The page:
- The interview often suffers from a lack of standardization and has limited possibilities for covering large numbers of respondents, particularly if they are spread over a wide geographical area. If thorough documentation is not collected as the interview is conducted, important legal requirements of job analysis information will likely go unmet. The skills and procedures used by the individual analyst principally determine the utility of the interview.
- The job analysis interview has other limitations. Unless group interviews can be conducted, the technique requires a great deal of time and may not be cost efficient if may jobs need to be studied. Depending on the interviewee and the type of job being reviewed, and interviewer may literally be required to track through the entire job in specific detail. Such a process is not only expensive, but may require a highly skilled interviewer to identify the needed content.
- Another major probloem is that the technique may be plagued with a distrotion of information.
- Interviewing may be plagued with distortion of information. If interviewees believe conveying certain information may be beneficial for them (elg. a wage increase), they may exaggerate their activities and responsibilities to reflect a more complex job. It can be difficult to identify distorted job information. Verification from the supervisor or other incumbents can be used as a check. However, comparisons among subjective data are difficult and expensive to make.
- In general, a job analysis interview should not be relied on as the sole method when the analysis is being conducted for selection purposes. When employed as a supplementary source, however, interview data can be helpful. E.g. interviewsw can be used to identify content for other job analysis methods, such as the development of task analysis inventories or the clarification of responses to other methods.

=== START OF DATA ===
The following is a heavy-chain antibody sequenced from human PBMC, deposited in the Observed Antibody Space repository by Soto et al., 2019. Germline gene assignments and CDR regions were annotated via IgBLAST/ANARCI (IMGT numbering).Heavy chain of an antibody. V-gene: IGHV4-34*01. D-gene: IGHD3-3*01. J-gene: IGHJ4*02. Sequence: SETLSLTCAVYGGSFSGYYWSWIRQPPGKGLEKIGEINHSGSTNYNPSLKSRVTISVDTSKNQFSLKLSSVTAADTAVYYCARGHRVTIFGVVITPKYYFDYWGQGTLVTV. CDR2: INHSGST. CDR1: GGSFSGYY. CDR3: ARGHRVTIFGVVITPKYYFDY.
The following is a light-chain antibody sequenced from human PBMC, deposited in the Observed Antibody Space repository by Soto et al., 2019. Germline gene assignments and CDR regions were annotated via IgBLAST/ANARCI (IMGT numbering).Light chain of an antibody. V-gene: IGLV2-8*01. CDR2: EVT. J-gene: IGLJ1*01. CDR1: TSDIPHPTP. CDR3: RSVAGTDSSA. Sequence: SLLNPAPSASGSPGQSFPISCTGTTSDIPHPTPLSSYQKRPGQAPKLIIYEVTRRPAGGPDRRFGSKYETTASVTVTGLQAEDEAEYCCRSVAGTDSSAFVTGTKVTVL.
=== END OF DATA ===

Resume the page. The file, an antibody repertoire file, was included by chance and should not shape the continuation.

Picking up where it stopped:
Guidelines for conducting a job Analysis Interview:
- Opening the interview:
- 1. Put the worker at ease by learning his or her name in advance, introducing yourself, and discussing general and pleasant topics long enough to establish rapport. Be at ease.
- 2. Make the purpose of the interview clear by explaining why the interview was scheduled, what is expected to be accomplished, and how the worker's cooperation will help in the production of tools for use in personnel selection.
- 3. Encourage the worker to take by always being courteous and showing a sincere interest in what he or she says.
- Steering the Interview:
- 1. Help the worker to think and talk according to the logical sequence of the duties performed. If duties are not performed in a regular order, ask the worker to describe the functional aspects of the duties by taking the most important activity first, the second-most important next, and so forth. Request the worker to describe the infrequent duties of his or her job - duties that are not part of the worker's regular activities, such as the occasional setup of a machine, occasional repairs, or infrequent reports.
- 2. Allow the worker sufficient time to answer each question and to formulate an answer.
- 3. Phrase questions carefully, so that the answers wil be more than "yes" or "no".
- 4. Avoid the use of leading questions.
- 5. Conduct the interview in plain, easily understood languaged.
- 6. Control the interview with respect to the economic use of time and adherence to subject matter. For example, when the interviewee strays from the subject, a good technique for bringing him or her back to the point is to summarize the data collected up to that point.
- Closing the Interview:
- 1. Summarize the information obtained from the worker, indicating the major duties performed and the details concerning each of the duties.
- 2. Close the interview on a friendly note.
- Miscellaneous Dos and Don'ts for Interviews:
- 1. do not take issue with the worker's statements.
- 2. Do not show any partiality to grievances of conflicts concerning the employer-employee relations.
- 3. Do not show any interest in the wage classification of the job.
- 4. Do not talk down to the worker.
- 5. Do not permit yourself t be influenced by your personal likes and dislikes.